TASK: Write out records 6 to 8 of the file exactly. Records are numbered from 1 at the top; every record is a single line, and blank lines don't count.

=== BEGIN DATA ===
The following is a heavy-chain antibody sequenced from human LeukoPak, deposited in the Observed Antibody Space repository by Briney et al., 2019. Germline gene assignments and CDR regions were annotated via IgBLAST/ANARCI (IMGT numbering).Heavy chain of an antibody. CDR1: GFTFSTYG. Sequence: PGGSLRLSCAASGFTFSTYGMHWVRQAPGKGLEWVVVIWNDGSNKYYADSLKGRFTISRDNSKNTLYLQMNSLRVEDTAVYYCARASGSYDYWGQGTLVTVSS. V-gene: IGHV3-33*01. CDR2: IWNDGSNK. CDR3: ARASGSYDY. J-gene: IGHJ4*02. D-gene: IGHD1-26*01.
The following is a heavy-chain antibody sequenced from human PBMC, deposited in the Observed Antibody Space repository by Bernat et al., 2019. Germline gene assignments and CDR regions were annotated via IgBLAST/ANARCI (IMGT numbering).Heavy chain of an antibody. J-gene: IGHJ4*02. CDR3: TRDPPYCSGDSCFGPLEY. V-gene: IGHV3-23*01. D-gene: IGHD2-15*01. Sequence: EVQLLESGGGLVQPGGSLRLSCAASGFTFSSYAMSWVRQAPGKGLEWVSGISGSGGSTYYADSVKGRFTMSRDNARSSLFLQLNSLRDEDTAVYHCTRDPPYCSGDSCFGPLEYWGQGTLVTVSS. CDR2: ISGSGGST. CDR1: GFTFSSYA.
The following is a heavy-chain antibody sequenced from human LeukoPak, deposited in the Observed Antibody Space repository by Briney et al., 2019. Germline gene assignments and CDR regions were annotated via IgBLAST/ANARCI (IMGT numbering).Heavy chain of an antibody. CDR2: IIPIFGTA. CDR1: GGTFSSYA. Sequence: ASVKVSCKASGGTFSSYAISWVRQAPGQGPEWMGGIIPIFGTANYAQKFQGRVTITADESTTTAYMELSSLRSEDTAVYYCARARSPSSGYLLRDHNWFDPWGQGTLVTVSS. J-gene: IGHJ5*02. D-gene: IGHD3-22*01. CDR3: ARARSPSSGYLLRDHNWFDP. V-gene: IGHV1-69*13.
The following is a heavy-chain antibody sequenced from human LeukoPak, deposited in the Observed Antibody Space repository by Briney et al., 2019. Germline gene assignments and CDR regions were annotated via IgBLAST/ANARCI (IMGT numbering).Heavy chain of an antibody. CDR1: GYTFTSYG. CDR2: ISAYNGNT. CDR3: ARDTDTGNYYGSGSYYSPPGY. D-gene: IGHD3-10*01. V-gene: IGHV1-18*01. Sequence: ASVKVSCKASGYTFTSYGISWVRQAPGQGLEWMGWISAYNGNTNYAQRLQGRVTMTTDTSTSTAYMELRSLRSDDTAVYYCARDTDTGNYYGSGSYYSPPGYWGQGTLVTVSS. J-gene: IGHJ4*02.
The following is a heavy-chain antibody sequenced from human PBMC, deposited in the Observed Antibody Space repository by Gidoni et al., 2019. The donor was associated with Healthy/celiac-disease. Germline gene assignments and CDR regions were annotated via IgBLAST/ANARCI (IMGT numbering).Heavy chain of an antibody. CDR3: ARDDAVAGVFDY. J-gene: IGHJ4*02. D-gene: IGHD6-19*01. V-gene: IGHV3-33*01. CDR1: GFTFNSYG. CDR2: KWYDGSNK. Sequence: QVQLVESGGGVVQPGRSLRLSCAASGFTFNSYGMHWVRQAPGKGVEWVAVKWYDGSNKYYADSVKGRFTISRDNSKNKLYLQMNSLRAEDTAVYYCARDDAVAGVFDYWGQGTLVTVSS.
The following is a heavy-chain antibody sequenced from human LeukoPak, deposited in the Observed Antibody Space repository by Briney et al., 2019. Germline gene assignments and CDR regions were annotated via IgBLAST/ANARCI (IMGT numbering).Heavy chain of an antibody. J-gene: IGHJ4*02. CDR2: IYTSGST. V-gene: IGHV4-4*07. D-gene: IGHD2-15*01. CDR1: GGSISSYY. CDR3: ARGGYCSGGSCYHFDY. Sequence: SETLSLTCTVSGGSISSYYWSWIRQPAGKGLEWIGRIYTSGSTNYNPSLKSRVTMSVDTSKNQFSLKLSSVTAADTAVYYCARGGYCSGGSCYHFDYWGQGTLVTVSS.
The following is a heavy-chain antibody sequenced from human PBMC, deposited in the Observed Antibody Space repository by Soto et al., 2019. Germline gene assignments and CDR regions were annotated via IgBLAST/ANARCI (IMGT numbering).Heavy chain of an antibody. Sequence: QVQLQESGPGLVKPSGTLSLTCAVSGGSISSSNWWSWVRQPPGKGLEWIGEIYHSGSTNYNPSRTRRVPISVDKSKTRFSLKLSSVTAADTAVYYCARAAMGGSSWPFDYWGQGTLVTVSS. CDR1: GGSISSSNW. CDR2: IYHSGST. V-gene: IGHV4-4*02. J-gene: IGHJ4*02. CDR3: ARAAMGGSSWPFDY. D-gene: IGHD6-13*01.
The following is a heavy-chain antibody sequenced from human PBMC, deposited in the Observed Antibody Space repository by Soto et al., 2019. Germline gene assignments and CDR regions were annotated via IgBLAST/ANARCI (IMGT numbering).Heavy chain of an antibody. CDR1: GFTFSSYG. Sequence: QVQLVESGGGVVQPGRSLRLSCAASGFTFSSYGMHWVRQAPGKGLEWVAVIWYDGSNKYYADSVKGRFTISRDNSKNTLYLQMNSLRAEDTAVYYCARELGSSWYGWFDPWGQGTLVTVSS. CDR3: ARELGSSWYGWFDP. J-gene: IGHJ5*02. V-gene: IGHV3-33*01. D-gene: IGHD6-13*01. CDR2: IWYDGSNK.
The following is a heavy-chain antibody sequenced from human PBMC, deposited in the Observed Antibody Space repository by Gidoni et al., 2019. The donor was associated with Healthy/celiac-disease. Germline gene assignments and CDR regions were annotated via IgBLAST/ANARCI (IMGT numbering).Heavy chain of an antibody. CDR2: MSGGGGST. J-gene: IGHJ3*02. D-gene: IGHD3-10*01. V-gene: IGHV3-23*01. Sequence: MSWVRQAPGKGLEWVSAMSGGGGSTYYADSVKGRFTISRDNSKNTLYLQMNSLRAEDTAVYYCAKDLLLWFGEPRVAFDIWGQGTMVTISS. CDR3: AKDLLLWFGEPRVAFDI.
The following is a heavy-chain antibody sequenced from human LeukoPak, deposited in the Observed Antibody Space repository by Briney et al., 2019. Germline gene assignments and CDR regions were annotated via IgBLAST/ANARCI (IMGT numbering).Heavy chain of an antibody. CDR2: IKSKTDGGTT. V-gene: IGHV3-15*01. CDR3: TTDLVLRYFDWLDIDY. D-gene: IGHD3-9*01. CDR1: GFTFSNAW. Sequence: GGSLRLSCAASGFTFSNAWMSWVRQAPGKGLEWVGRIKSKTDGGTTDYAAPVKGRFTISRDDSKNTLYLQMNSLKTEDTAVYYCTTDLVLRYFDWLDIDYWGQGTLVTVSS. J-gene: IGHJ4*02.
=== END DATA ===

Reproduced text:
The following is a heavy-chain antibody sequenced from human LeukoPak, deposited in the Observed Antibody Space repository by Briney et al., 2019. Germline gene assignments and CDR regions were annotated via IgBLAST/ANARCI (IMGT numbering).Heavy chain of an antibody. J-gene: IGHJ4*02. CDR2: IYTSGST. V-gene: IGHV4-4*07. D-gene: IGHD2-15*01. CDR1: GGSISSYY. CDR3: ARGGYCSGGSCYHFDY. Sequence: SETLSLTCTVSGGSISSYYWSWIRQPAGKGLEWIGRIYTSGSTNYNPSLKSRVTMSVDTSKNQFSLKLSSVTAADTAVYYCARGGYCSGGSCYHFDYWGQGTLVTVSS.
The following is a heavy-chain antibody sequenced from human PBMC, deposited in the Observed Antibody Space repository by Soto et al., 2019. Germline gene assignments and CDR regions were annotated via IgBLAST/ANARCI (IMGT numbering).Heavy chain of an antibody. Sequence: QVQLQESGPGLVKPSGTLSLTCAVSGGSISSSNWWSWVRQPPGKGLEWIGEIYHSGSTNYNPSRTRRVPISVDKSKTRFSLKLSSVTAADTAVYYCARAAMGGSSWPFDYWGQGTLVTVSS. CDR1: GGSISSSNW. CDR2: IYHSGST. V-gene: IGHV4-4*02. J-gene: IGHJ4*02. CDR3: ARAAMGGSSWPFDY. D-gene: IGHD6-13*01.
The following is a heavy-chain antibody sequenced from human PBMC, deposited in the Observed Antibody Space repository by Soto et al., 2019. Germline gene assignments and CDR regions were annotated via IgBLAST/ANARCI (IMGT numbering).Heavy chain of an antibody. CDR1: GFTFSSYG. Sequence: QVQLVESGGGVVQPGRSLRLSCAASGFTFSSYGMHWVRQAPGKGLEWVAVIWYDGSNKYYADSVKGRFTISRDNSKNTLYLQMNSLRAEDTAVYYCARELGSSWYGWFDPWGQGTLVTVSS. CDR3: ARELGSSWYGWFDP. J-gene: IGHJ5*02. V-gene: IGHV3-33*01. D-gene: IGHD6-13*01. CDR2: IWYDGSNK.